They teach you that craving and aversion are merely sensations – and in meditation you learn that at an actual level – I can now feel a craving or an aversion as it comes up (sometimes… I’m getting better at it) and once I’ve felt it I have a small window where I can decide whether I’ll react to it or not – without getting attached to it and thinking its and actual and valid emotion. This part took a while for me to understand and feel but makes complete sense now.
So to do the rewiring you have to meditate. You spend 3 days training to focus your brain on very small areas of your body – starting with the area between your nose and your top lip...for 3 days – once you’ve done that for 10 and a half hours a day for 3 days you can clearly and distinctly feel sensations in this area that you didn’t know existed – everything from pressure, to tingling, to heat, to itching – anything.
Once you’ve learned that (and its hard… your brain flies in a billion directions at once) you start to move this focus to every area of your body in about 5cm patches – over and over again. The point of doing this is so that you can feel the sensations in your body and NOT react with craving or aversion (some sensations are really pleasant and some are ghastly – like the feeling the your legs are going to fall off from losing all circulation after sitting crossed legged for hours on end). You need to be aware of the sensations and aware of the fact that they are constantly changing. By doing this your mind slowly stops reacting with craving and aversion. I wont go into all the stuff you can feel in meditation - it's different for everyone, and sometimes different each time and if you expect to feel certain things and then don’t feel them you get sad (you develop a craving for them).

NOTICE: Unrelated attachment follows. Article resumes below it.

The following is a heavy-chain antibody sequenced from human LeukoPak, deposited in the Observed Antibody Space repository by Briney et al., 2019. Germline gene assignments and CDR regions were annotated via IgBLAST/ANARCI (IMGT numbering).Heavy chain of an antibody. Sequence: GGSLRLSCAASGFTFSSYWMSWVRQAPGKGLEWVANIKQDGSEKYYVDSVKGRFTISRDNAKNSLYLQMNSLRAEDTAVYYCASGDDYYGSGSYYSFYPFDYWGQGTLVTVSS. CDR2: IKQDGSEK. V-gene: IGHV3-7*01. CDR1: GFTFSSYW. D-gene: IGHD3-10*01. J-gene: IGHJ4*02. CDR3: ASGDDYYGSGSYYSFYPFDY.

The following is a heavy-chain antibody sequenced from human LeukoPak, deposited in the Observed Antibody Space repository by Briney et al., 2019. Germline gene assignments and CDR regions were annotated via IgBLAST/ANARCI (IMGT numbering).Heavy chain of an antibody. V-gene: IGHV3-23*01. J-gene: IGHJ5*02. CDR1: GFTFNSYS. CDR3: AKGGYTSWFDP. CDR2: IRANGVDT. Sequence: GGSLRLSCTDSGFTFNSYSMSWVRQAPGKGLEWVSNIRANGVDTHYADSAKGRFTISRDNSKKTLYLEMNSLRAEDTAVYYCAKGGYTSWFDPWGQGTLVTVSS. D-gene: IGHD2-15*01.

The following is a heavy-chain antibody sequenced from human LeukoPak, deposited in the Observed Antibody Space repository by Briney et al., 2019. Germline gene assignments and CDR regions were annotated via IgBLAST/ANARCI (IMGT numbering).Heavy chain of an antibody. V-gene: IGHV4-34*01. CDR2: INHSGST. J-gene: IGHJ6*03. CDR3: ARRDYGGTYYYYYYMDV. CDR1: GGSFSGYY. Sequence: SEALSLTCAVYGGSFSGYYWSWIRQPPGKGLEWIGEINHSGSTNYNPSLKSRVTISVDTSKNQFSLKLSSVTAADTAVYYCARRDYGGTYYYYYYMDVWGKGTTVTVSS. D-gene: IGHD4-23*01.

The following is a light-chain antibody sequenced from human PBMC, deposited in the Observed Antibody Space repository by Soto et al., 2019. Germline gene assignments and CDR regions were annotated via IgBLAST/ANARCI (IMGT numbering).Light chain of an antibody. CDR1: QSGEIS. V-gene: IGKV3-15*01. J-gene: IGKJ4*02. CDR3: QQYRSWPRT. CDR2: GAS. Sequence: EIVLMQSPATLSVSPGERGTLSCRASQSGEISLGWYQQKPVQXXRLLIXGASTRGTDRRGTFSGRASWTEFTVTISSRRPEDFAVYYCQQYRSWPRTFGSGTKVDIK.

What also happens is that once you stop reacting then old stuff starts coming up. It comes up in different ways for different people (pains, memories) and you feel them bubble up to the surface and just wash away. It’s amazing. Its not like the therapy that we’re used to where you look at a problem and analyse it and work out where it comes from and talk about it for days and try to feel it again – it just comes up, and goes away. For me, this is the beauty of Vipassana. It deals with things you didn’t even realise were messing with your head for years – and when they come up and disappear you literally feel lighter.
The trick is to do this for a really long time until all your baggage has gone, and you’re capable of not creating new baggage for yourself and you’re just swimming in compassion and love.
It's now eight years since I wrote that article (as a Facebook note to my friends). Reading it today made me realise just how much the 10 day retreat helped me deal with my emotions from that moment on. I'm not a regular meditator, although I know it would be the best thing for me - but the objectiveness of watching my emotions pass is one of the most valuable skills I've ever learned.
Breathe in, breathe out, Joy-Seekers.